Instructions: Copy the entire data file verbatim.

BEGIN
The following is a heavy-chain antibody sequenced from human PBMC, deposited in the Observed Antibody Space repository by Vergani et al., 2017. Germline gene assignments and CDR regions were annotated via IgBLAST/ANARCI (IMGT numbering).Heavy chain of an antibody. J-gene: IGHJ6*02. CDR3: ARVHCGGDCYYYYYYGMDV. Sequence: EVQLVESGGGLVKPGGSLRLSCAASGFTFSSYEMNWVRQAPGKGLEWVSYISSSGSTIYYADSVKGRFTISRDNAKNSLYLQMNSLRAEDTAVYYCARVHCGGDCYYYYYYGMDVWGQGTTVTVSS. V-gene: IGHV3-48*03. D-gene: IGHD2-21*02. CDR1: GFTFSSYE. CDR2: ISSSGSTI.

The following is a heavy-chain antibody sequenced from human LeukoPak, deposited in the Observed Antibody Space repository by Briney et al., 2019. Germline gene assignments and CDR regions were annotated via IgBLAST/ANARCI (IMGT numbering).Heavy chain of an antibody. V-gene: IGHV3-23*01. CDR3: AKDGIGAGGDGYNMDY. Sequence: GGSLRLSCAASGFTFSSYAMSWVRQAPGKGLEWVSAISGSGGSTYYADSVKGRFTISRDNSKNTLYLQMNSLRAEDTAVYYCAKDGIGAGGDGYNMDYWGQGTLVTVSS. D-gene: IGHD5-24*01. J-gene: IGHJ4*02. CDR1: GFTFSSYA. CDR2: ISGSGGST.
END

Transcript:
The following is a heavy-chain antibody sequenced from human PBMC, deposited in the Observed Antibody Space repository by Vergani et al., 2017. Germline gene assignments and CDR regions were annotated via IgBLAST/ANARCI (IMGT numbering).Heavy chain of an antibody. J-gene: IGHJ6*02. CDR3: ARVHCGGDCYYYYYYGMDV. Sequence: EVQLVESGGGLVKPGGSLRLSCAASGFTFSSYEMNWVRQAPGKGLEWVSYISSSGSTIYYADSVKGRFTISRDNAKNSLYLQMNSLRAEDTAVYYCARVHCGGDCYYYYYYGMDVWGQGTTVTVSS. V-gene: IGHV3-48*03. D-gene: IGHD2-21*02. CDR1: GFTFSSYE. CDR2: ISSSGSTI.

The following is a heavy-chain antibody sequenced from human LeukoPak, deposited in the Observed Antibody Space repository by Briney et al., 2019. Germline gene assignments and CDR regions were annotated via IgBLAST/ANARCI (IMGT numbering).Heavy chain of an antibody. V-gene: IGHV3-23*01. CDR3: AKDGIGAGGDGYNMDY. Sequence: GGSLRLSCAASGFTFSSYAMSWVRQAPGKGLEWVSAISGSGGSTYYADSVKGRFTISRDNSKNTLYLQMNSLRAEDTAVYYCAKDGIGAGGDGYNMDYWGQGTLVTVSS. D-gene: IGHD5-24*01. J-gene: IGHJ4*02. CDR1: GFTFSSYA. CDR2: ISGSGGST.